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Murder on the Orient Express Review


RATING:
(4 STARS)

Sidney Lumet has been directing exceptional films for over 50 years. With masterpieces like “12 Angry Men” (1957) and Before the Devil Knows You’re Dead (2007) on his resume, there are many candidates for his greatest film. For me, one of his best has to be 1974’s “Murder on the Orient Express.” Anchored by a gargantuan performance by the great Albert Finney and based on the beloved Agatha Christie novel, it’s probably the film world’s seminal whodunit.

Hercule Poirot (Finney) is one of the world’s most famous and respected detectives. He’s riding on Europe’s most famous train when a rich American businessman is murdered. It’s up to Poirot to solve the case before Yugoslav officials begin to investigate, but it’s tricky because almost everyone aboard the train is hiding something. When it comes to light that the dead man was involved in the kidnapping and murder of a young child, Poirot must sift through the passangers’ pasts and their secrets in order to find his culprit.

“Murder on the Orient Express” has one of the greatest casts I’ve ever seen. Lead by Finney, the train’s passengers include Ingrid Bergman, Lauren Bacall, Sean Connery, Vanessa Redgrave, Michael York, and Anthony Perkins, among others. Each plays a fascinatingly complex character, and their performances are all the more impressive because they share the screen with so many other wonderful actors but manage to stand out and be remembered with so little screen time. Bergman even won an Oscar for her work, despite only having one scene during which she is the focus of the film.

Far and away, however, the star of the film is Finney. This is legendary work by the actor—easily the best of his prestigious career. He’s virtually unrecognizable and truly carries the film from start to finish. It helps to have some dynamite dialogue to chew on, but the actor really makes the character his own.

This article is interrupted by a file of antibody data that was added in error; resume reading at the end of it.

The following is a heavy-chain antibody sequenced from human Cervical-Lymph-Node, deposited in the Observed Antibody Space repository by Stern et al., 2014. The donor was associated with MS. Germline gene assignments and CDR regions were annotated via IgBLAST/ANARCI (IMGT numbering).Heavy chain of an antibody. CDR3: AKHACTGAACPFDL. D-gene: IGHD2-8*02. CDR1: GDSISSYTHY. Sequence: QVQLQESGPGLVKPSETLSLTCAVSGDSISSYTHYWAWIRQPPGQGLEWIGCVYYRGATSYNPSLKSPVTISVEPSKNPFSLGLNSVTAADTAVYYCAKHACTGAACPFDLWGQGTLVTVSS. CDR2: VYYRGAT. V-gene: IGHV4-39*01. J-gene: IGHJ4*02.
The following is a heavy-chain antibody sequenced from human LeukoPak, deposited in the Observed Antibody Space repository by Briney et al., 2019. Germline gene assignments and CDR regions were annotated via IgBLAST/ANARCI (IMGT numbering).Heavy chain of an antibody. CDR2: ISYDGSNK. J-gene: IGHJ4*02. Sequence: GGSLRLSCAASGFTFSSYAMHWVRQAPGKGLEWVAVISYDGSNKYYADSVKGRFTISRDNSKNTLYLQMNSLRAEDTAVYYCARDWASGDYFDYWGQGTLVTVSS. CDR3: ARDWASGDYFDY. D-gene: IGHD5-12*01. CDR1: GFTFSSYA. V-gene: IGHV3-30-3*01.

The film features some top-notch production values. The costumes are great. The score is fantastic. And the camerawork is sensational. Lumet’s films are always so meticulously put together, but this one stands out for its excellent “below-the-line” credits.

The film also does a marvelous job managing different tones. The prologue is haunting—deadly serious and quite creepy. The film’s conclusion is similar. Everything in between shifts back and forth quickly—there’s a lot of tongue-in-cheek humor that has to gel with the disquieting notion that one among the group is a murderer. The above-mentioned score helps assist with the tonal shifts, but again, it’s Lumet who can flip the switch at the drop of a hat, making you laugh out loud one minute and shudder with fear or disgust the next.

This is the kind of film that really lulls you in. For a while, I wasn’t sure how I felt about it, but once it gets going, it keeps things going at a brisk pace. The dialogue comes fast and loose, and none of the actors misses a beat. The conclusion is brilliant, almost as brilliant as Poirot himself, but two most brilliant things to take away from this one are Albert Finney’s incredible performance and the great direction from the always steady Sidney Lumet.

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